This is an engaging book that examines the use of literature as a weapon in the so-called Cold War. A knowledge of the war will enhance your enjoyment of this book.
White has embarked on an ambitious survey of writers who fought to get their books read in the Cold War. Inevitably even in a big book there are some notable omissions, for example Borges, Garcia, Wolf and Cela. Those who do figure in the book include: Orwell, Hemingway, Fast, McCarthy, Koestler, Solzhentsyn and many other authors and playwrights.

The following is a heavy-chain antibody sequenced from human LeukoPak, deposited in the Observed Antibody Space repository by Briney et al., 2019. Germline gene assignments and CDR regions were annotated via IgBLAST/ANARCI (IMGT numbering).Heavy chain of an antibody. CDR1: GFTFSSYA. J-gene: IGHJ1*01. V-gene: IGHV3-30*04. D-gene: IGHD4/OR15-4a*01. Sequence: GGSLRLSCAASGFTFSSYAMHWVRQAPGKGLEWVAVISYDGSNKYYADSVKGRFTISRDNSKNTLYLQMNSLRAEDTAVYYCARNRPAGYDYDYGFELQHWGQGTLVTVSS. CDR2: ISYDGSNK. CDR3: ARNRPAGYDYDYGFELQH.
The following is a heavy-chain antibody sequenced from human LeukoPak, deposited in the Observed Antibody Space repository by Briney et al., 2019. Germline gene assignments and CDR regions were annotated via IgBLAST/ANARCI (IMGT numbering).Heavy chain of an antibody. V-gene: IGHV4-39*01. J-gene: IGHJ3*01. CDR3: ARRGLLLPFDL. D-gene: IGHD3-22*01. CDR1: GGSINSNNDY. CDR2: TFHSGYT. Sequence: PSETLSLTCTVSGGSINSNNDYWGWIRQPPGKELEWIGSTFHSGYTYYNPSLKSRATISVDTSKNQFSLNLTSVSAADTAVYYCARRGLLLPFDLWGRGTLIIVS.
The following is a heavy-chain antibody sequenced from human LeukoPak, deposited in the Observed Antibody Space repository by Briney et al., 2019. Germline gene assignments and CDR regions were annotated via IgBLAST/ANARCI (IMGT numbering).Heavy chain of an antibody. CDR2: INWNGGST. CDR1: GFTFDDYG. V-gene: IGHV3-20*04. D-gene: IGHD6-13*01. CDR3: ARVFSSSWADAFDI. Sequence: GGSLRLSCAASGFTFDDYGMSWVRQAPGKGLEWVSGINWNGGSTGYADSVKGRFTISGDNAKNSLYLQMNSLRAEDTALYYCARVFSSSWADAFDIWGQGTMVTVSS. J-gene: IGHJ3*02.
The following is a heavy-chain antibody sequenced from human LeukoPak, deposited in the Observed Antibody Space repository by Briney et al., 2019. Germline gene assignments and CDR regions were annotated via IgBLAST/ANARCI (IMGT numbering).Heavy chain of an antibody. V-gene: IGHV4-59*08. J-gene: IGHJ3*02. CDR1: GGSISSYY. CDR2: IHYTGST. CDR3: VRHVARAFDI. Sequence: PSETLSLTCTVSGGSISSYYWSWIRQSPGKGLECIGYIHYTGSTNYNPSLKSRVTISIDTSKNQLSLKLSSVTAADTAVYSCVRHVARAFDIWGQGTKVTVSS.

Copies of Animal Farm were dropped by balloon over Poland and Hungary. The book, Gulag Archipelago was regarded as a literary atomic bomb. Fiction proved more effective as a propaganda weapon against tyranny than non fiction.
Howard Fast, an American communist sympathiser, had his books burned and jailed. While in prison he wrote Spartacus, which became a smash film. The exploits of the CIA in Vietnam, Cuba and Iran get a mention, but not Chile. The research is very good.
The book is an excellent reminder of a period of high international tension and how novels and plays were used by the West to undermine a monstrous tyranny.